The Five-Percent Club

The Five-Percent Club is that elite group of the (less than) 5% of organisations who actually succeed in justifying and implementing a CMDB, or the more modern and equally nutty CMS.

The IT Skeptic has guesstimated the successful implementation of CMDBs across large, medium and small enterprise as about 2-5%. Looking at only the larger sites I've charitably allowed the statistic of 5% although I suspect that a strict interpretation of "successful" "implement" and "CMDB/CMS" would result in a lower number.

I'm delighted to see EMA - the analyst firm that leads in CMDB hyperbole, and Service-Now - the leading SaaS service tool vendor - confirming this number in a recent mailout:

Less than ten percent of enterprise IT organizations effectively utilize the CMDB in support of their IT service management initiatives. After years of work, Progress Energy is one of the rare few.

"Rare few" indeed. Welcome Progress Energy to The Five-Percent Club. I sincerely hope that the cost and effort of design, development, integration and ongoing maintenance is sufficiently outweighed by real cost savings, risk reduction and quality improvements so as to withstand the scrutiny of your company's governors and auditors, and that there were no better uses of the money that were left begging. I'd hate to think that - like so many - you had pursued the CMDB as a technologist's wet dream, without consideration for optimising spending across the project portfolio.

To listen to the vendors and analysts and authors you'd think a CMDB was a given for everyone and any site without one is in some way deficient. This simply isn't the case. It is as much a techno-fantasy as a tool to automatically find root cause or automatically test applications - nice idea but the costs outweigh the benefits for all but the most complex environments. The industry has tried to pimp the concept of CMDB for a decade now and it's getting old, even with the most gullible of customers. Hence the new focus on service catalogue and auto-provisioning as the vendors give up and move to fresh pastures.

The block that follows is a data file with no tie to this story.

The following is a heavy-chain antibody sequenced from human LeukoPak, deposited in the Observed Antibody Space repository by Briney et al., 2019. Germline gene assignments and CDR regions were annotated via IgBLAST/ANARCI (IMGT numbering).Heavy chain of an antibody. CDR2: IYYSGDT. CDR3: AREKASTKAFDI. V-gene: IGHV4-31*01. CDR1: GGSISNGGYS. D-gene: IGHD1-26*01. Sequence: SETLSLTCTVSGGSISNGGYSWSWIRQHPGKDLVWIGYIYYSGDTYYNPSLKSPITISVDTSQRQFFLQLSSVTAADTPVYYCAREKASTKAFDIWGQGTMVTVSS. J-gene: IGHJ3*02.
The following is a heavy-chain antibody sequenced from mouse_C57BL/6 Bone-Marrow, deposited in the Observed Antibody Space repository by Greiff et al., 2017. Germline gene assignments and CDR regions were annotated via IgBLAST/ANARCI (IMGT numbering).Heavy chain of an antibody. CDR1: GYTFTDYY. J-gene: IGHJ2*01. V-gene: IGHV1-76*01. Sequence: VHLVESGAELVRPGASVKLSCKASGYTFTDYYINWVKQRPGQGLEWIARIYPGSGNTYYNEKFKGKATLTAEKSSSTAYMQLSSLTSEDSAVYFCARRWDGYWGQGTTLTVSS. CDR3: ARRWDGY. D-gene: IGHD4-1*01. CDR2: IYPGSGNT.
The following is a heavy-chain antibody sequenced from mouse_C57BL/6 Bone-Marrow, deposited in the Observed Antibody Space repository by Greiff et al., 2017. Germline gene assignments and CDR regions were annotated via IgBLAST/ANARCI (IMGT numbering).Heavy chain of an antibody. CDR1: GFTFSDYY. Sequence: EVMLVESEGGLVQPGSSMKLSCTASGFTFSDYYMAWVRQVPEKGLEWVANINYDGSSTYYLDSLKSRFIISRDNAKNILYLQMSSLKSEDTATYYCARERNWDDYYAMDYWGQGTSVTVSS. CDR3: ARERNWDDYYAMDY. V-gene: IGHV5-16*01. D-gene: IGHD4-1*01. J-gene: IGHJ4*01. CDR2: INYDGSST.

Plenty of configuration data exists already in all organisations, including quite a bit of explicit or implicit relationship-mapping i.e. configuration. What is needed is a process and a team to understand and use that data in a polished practiced way to answer real-time questions about service impact from incidents and changes. For the Five-Percent Club, that process gets so complex and demanding they need to automate all of it, i.e. build a CMDB/CMS. The rest of the world needs to let go of this geek-magic-dream and pay attention to improving behaviours (e.g. writing things down, being accountable for changes), optimising process (getting slick at working out the impact implications), and refining simpler tools (e.g. ad-hoc correlating of data across sources)

[Moving up some of my remarks from comments below:

yes, semantics again.

The definition I work by:

A CMDB or a CMS is not simply a collection of data sources. It presents a single view of the service, and especially of the impact on the service of changing or breaking any CI. The key is the storage and management of relationships. If CMS is not a specialist term for that kind of database, if CMS means "any collection of configuration data", why have the term at all? It ceases to have any value. Let's just call it configuration data.

By that definition of a CMS I don't think many are around. incidentally by that definition i believe there isn't a single benefit to CMS that isn't actually delivered by the simpler underlying technologies except service impact analysis.

As for the percentage penetration, beware of the bias i have talked about before. if you spend all your time in the USA and all your time speaking to large organisations and all your time being invited to orgs that are already predisposed to having a CMDB, of course you will get a biased view of the world. My view of the world is equally biased the other way, but my personal estimate is 2%. I allow 5% as a correction to my own bias.